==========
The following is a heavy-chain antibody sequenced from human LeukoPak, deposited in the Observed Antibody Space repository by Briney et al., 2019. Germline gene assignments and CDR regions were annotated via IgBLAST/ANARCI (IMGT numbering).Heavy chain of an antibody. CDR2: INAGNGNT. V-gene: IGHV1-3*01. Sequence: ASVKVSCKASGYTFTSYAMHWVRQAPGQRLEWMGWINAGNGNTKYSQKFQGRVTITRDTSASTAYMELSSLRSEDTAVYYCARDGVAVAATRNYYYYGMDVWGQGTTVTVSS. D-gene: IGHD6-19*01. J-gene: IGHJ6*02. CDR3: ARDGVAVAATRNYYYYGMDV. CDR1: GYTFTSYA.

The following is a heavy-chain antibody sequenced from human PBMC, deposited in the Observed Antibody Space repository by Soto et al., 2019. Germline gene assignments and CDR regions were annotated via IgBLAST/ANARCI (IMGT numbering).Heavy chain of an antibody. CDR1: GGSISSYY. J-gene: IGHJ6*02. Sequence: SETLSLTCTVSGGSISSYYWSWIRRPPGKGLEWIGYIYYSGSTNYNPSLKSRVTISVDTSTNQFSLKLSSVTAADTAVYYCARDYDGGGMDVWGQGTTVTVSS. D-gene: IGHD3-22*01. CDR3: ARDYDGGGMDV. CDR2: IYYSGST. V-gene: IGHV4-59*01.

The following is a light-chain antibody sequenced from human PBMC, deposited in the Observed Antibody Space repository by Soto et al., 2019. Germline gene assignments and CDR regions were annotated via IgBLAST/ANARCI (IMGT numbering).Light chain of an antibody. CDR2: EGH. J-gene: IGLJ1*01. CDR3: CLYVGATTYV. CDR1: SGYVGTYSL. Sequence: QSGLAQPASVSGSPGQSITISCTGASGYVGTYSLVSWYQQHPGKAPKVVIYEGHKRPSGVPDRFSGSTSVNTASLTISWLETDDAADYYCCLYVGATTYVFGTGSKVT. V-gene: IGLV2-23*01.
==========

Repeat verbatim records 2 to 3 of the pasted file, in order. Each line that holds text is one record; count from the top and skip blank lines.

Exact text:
The following is a heavy-chain antibody sequenced from human PBMC, deposited in the Observed Antibody Space repository by Soto et al., 2019. Germline gene assignments and CDR regions were annotated via IgBLAST/ANARCI (IMGT numbering).Heavy chain of an antibody. CDR1: GGSISSYY. J-gene: IGHJ6*02. Sequence: SETLSLTCTVSGGSISSYYWSWIRRPPGKGLEWIGYIYYSGSTNYNPSLKSRVTISVDTSTNQFSLKLSSVTAADTAVYYCARDYDGGGMDVWGQGTTVTVSS. D-gene: IGHD3-22*01. CDR3: ARDYDGGGMDV. CDR2: IYYSGST. V-gene: IGHV4-59*01.

The following is a light-chain antibody sequenced from human PBMC, deposited in the Observed Antibody Space repository by Soto et al., 2019. Germline gene assignments and CDR regions were annotated via IgBLAST/ANARCI (IMGT numbering).Light chain of an antibody. CDR2: EGH. J-gene: IGLJ1*01. CDR3: CLYVGATTYV. CDR1: SGYVGTYSL. Sequence: QSGLAQPASVSGSPGQSITISCTGASGYVGTYSLVSWYQQHPGKAPKVVIYEGHKRPSGVPDRFSGSTSVNTASLTISWLETDDAADYYCCLYVGATTYVFGTGSKVT. V-gene: IGLV2-23*01.